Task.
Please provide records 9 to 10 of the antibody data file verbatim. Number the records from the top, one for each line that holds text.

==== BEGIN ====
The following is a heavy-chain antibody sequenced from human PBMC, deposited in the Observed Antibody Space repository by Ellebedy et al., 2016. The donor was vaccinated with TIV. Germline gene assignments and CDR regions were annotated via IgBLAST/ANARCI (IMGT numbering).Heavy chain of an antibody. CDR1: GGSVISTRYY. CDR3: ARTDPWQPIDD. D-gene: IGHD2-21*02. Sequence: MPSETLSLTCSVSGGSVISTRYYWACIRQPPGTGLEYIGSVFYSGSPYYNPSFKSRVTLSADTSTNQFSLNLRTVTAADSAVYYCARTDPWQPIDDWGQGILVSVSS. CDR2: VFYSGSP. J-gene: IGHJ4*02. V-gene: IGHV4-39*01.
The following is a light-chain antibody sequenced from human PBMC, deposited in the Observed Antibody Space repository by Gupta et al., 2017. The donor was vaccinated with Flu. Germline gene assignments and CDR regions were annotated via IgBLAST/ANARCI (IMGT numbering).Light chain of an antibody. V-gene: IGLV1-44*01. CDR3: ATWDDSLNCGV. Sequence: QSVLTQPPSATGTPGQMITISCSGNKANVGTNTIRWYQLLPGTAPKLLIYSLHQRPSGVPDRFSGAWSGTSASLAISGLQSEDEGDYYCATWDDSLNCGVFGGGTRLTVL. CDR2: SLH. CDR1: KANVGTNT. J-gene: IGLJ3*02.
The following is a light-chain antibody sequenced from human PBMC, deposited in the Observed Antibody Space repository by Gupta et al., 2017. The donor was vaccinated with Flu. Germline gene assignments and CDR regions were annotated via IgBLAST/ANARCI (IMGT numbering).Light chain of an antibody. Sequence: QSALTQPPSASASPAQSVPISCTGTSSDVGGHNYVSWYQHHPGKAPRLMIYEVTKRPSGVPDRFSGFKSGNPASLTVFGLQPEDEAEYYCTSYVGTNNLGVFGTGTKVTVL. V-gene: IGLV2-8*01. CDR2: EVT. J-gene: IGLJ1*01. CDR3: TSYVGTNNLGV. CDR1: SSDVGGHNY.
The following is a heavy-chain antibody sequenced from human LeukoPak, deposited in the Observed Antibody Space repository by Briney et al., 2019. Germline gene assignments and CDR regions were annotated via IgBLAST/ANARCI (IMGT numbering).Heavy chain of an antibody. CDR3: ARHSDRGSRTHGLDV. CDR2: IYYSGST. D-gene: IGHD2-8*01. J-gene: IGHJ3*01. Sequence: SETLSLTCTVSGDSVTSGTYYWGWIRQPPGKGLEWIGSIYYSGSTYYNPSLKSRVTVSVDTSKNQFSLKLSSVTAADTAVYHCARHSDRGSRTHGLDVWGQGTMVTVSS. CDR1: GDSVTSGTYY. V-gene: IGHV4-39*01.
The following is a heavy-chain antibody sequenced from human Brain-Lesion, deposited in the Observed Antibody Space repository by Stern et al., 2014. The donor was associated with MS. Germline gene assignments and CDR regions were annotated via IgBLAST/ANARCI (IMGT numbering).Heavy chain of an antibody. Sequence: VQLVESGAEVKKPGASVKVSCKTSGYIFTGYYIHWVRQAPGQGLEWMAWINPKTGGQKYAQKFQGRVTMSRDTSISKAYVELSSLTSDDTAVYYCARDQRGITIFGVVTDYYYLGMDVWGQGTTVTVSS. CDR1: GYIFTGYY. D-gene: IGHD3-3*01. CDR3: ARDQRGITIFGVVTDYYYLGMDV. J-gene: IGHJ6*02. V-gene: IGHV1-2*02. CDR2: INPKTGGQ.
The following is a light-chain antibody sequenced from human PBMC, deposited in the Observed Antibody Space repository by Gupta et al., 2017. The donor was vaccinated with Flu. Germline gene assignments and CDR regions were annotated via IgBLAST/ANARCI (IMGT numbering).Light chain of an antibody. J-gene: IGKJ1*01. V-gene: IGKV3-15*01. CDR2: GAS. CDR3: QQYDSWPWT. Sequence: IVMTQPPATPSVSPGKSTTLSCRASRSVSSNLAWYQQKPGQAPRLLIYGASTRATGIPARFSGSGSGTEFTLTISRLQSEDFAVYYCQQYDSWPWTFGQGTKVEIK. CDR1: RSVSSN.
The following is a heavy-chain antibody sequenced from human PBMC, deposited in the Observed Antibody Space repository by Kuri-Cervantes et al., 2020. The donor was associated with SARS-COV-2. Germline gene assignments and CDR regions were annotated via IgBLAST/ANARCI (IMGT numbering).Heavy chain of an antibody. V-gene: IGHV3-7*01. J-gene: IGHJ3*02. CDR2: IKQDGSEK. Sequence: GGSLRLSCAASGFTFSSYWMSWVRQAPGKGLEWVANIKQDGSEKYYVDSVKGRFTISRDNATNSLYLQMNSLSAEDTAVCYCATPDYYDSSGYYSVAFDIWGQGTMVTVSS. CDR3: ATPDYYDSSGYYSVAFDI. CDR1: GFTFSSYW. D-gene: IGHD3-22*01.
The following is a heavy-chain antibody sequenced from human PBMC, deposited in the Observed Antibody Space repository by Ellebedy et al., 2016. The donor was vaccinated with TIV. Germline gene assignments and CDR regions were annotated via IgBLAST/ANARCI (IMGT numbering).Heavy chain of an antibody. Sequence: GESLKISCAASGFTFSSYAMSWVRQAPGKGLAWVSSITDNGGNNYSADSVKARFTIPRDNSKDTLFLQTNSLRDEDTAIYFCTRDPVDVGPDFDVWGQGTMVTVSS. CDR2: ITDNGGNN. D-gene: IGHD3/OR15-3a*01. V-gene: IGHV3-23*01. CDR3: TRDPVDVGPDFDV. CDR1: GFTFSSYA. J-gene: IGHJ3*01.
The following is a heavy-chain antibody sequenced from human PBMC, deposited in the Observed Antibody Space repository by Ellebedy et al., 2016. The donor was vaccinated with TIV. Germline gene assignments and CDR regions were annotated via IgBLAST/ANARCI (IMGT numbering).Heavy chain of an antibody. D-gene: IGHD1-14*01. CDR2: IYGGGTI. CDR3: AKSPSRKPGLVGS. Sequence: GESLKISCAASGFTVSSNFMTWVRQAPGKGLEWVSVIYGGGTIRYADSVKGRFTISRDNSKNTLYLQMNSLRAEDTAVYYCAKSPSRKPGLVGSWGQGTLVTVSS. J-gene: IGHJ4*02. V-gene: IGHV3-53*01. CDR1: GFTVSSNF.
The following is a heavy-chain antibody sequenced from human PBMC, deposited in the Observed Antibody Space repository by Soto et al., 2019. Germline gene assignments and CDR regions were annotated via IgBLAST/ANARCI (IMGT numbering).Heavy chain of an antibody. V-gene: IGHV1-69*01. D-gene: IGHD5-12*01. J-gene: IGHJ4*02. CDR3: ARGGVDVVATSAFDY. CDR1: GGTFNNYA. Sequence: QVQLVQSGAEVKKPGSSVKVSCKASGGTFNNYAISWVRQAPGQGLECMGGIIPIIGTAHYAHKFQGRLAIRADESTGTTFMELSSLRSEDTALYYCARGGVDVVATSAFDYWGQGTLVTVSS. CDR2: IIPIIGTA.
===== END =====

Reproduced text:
The following is a heavy-chain antibody sequenced from human PBMC, deposited in the Observed Antibody Space repository by Ellebedy et al., 2016. The donor was vaccinated with TIV. Germline gene assignments and CDR regions were annotated via IgBLAST/ANARCI (IMGT numbering).Heavy chain of an antibody. D-gene: IGHD1-14*01. CDR2: IYGGGTI. CDR3: AKSPSRKPGLVGS. Sequence: GESLKISCAASGFTVSSNFMTWVRQAPGKGLEWVSVIYGGGTIRYADSVKGRFTISRDNSKNTLYLQMNSLRAEDTAVYYCAKSPSRKPGLVGSWGQGTLVTVSS. J-gene: IGHJ4*02. V-gene: IGHV3-53*01. CDR1: GFTVSSNF.
The following is a heavy-chain antibody sequenced from human PBMC, deposited in the Observed Antibody Space repository by Soto et al., 2019. Germline gene assignments and CDR regions were annotated via IgBLAST/ANARCI (IMGT numbering).Heavy chain of an antibody. V-gene: IGHV1-69*01. D-gene: IGHD5-12*01. J-gene: IGHJ4*02. CDR3: ARGGVDVVATSAFDY. CDR1: GGTFNNYA. Sequence: QVQLVQSGAEVKKPGSSVKVSCKASGGTFNNYAISWVRQAPGQGLECMGGIIPIIGTAHYAHKFQGRLAIRADESTGTTFMELSSLRSEDTALYYCARGGVDVVATSAFDYWGQGTLVTVSS. CDR2: IIPIIGTA.